It's just that we've all experienced hydroplaning and this Porsche system seems unlikely to do much to ameliorate it.

How so?


Might just as well ask you how it will.
Seems as though it won't do much if anything.
Not a while lot that can be done to prevent hydroplaning in water more than a quarter inch or so in depth.

More downforce to increase ground pressure

Softer torque buildup and (for AWD) more front-biased power delivery to reduce the odds of sudden breakaway in the back

Lower activation threshold for stability and traction control for faster and more positive intervention


Seems pretty plausible to me.

No, it probably won't save a recklessly inattentive idiot doing 150 through deep standing water. And smoke detectors probably won't save you if you take too much Ambien while a toddler plays with a flamethrower downstairs. And chemo probably won't save you from stage IV pancreatic cancer. And a bulletproof vest probably won't save a cop from a bomb. So what?


More like an immeasurably small increase in downforce within the dimensional limitations of the aero aids that could be deployed and less power which the driver will defeat with his right foot when he sees the car slowing.
More drive to the front will accomplish nothing, since anyone with much FWD experience has seen the engine rev up in hydroplaning encounters. I know that I have.
The rest of your post is irredeemably silly and undeserving of any response.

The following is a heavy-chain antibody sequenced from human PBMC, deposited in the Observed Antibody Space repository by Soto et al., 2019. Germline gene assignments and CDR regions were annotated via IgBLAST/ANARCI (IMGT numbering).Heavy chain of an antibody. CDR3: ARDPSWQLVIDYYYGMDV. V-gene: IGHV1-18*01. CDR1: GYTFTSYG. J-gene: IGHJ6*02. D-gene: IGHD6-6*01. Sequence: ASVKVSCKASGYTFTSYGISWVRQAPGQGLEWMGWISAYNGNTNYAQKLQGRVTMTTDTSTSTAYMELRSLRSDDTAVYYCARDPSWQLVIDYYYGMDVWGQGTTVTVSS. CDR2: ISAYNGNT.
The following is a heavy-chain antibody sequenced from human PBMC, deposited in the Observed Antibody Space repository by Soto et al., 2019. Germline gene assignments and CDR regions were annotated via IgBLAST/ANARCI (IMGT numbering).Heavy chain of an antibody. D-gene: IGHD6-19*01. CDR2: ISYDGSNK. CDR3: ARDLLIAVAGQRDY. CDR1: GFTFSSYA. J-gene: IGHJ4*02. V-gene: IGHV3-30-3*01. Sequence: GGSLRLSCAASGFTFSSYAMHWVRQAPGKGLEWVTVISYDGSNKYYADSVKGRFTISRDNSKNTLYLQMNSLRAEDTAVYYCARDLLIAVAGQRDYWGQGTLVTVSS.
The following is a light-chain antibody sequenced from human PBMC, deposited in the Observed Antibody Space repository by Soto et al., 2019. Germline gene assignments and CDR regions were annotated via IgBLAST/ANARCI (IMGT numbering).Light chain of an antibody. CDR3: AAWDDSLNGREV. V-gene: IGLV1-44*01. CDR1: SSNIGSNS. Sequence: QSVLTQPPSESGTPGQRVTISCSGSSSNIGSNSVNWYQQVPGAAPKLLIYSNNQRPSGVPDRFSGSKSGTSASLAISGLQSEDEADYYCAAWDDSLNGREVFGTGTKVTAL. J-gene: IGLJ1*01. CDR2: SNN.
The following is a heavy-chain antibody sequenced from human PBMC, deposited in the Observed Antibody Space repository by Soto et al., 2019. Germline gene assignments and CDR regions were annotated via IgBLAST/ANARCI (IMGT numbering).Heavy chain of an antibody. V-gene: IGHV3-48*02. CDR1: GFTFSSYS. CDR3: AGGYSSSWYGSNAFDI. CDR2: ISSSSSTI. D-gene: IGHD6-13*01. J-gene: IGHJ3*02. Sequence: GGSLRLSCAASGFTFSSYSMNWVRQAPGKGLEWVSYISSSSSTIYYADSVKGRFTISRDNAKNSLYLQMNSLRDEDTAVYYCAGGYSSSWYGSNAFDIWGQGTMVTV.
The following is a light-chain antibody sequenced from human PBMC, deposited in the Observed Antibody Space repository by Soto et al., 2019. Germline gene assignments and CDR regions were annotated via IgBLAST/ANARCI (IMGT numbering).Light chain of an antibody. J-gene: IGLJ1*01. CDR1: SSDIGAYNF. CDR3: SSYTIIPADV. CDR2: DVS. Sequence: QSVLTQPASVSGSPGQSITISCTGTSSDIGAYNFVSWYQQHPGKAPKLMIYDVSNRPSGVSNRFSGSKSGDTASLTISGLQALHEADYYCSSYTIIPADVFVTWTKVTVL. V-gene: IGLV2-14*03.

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Re: Porsche "Wet Mode" to Reduce Hydroplaning [Re: SubLGT] #4973539
01/08/19 07:55 PM
01/08/19 07:55 PM
Joined: Mar 2016
Posts: 1,719
Toronto
PeterPolyol Offline
PeterPolyol  Offline

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Posts: 1,719
Toronto
Seems like Porsche engineers were looking for a practical use for their 'wet tires' microphone sensor rather than looking for (yet) another way to detect wet roads for the purpose of fiddling with ESC and aero settings. The method to determine wet tires is indeed clever, but also pretty useless. 2cents


There's no replacement...'scosity for natural viscosity
Re: Porsche "Wet Mode" to Reduce Hydroplaning [Re: fdcg27] #4973661
01/08/19 09:28 PM
01/08/19 09:28 PM
Joined: Oct 2005
Posts: 11,550
PA
d00df00d Offline
d00df00d  Offline

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Posts: 11,550
PA
Originally Posted by fdcg27
More like an immeasurably small increase in downforce within the dimensional limitations of the aero aids that could be deployed and less power which the driver will defeat with his right foot when he sees the car slowing.
More drive to the front will accomplish nothing, since anyone with much FWD experience has seen the engine rev up in hydroplaning encounters.

Not less power. Less abrupt power onset.

Is there seriously not a bone in your body that says "this doesn't seem to me like it'd work, but Porsche obviously knows what they're doing, so maybe I should give them the benefit of the doubt"? Or do you think you're perceptive enough to read one third-party article and conclude that some of the best engineers in the world are producing something with no merit whatsoever?